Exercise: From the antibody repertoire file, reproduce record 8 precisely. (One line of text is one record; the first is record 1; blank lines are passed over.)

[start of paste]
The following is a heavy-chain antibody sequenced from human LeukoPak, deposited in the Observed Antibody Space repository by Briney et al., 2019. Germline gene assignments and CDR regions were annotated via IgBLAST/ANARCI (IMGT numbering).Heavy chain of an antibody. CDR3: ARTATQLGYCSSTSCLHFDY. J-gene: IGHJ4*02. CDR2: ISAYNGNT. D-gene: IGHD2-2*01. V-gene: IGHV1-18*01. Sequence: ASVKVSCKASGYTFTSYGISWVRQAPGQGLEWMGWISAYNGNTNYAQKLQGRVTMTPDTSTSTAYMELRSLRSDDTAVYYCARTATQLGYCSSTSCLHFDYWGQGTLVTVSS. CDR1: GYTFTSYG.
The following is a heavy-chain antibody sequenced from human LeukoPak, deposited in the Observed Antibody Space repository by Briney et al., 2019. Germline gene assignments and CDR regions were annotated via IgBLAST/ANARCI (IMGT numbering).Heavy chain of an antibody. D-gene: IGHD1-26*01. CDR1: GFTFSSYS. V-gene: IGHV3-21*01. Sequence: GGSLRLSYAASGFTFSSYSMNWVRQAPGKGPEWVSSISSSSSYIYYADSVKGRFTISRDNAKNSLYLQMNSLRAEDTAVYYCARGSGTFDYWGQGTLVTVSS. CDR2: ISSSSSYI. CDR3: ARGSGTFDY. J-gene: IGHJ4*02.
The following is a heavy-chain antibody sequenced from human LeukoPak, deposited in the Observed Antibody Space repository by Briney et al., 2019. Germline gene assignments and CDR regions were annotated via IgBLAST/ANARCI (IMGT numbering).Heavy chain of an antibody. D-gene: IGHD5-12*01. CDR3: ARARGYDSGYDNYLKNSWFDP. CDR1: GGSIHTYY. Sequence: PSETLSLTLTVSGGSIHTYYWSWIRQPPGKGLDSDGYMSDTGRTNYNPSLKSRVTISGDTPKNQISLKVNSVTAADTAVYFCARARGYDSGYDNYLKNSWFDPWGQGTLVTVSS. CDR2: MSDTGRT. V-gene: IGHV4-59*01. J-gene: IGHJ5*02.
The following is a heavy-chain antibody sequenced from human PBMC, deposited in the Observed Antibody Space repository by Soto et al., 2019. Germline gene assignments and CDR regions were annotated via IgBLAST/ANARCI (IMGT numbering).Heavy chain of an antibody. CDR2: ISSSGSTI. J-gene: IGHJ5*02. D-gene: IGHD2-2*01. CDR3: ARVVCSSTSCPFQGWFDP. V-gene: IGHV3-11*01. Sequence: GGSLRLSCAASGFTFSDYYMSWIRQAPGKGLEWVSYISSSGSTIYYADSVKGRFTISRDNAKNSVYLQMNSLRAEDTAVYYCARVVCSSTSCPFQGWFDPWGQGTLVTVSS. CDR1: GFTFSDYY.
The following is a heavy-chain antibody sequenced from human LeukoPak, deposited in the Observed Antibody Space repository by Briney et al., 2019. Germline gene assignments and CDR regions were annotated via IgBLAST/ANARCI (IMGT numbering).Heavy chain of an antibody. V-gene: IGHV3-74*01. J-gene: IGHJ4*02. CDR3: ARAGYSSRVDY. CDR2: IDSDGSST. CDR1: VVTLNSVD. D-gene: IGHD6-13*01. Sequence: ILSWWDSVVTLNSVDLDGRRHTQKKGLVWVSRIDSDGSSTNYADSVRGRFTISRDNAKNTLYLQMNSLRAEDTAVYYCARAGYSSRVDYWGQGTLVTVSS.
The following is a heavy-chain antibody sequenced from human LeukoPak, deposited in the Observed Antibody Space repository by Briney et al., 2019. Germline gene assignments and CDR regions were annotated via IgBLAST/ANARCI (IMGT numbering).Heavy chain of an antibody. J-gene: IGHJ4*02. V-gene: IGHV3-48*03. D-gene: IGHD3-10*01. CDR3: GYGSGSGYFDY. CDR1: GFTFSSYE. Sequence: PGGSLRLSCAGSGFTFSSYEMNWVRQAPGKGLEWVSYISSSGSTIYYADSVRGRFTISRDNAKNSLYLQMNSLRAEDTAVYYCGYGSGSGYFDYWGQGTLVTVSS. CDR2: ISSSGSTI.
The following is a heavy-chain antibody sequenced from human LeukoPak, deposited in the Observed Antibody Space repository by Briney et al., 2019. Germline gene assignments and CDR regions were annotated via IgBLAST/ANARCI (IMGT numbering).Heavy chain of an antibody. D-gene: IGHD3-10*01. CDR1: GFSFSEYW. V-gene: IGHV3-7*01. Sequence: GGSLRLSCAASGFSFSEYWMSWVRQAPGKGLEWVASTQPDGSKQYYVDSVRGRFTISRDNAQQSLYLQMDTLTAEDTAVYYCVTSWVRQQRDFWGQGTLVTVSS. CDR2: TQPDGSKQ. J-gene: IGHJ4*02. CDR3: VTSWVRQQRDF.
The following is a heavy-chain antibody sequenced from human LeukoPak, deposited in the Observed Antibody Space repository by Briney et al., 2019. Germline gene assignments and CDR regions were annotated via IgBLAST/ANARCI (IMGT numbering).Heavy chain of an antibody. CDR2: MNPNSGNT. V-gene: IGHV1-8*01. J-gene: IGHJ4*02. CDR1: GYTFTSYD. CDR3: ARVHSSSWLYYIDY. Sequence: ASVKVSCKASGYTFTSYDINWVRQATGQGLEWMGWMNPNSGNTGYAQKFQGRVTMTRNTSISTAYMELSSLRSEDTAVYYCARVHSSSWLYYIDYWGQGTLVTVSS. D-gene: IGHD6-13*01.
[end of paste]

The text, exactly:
The following is a heavy-chain antibody sequenced from human LeukoPak, deposited in the Observed Antibody Space repository by Briney et al., 2019. Germline gene assignments and CDR regions were annotated via IgBLAST/ANARCI (IMGT numbering).Heavy chain of an antibody. CDR2: MNPNSGNT. V-gene: IGHV1-8*01. J-gene: IGHJ4*02. CDR1: GYTFTSYD. CDR3: ARVHSSSWLYYIDY. Sequence: ASVKVSCKASGYTFTSYDINWVRQATGQGLEWMGWMNPNSGNTGYAQKFQGRVTMTRNTSISTAYMELSSLRSEDTAVYYCARVHSSSWLYYIDYWGQGTLVTVSS. D-gene: IGHD6-13*01.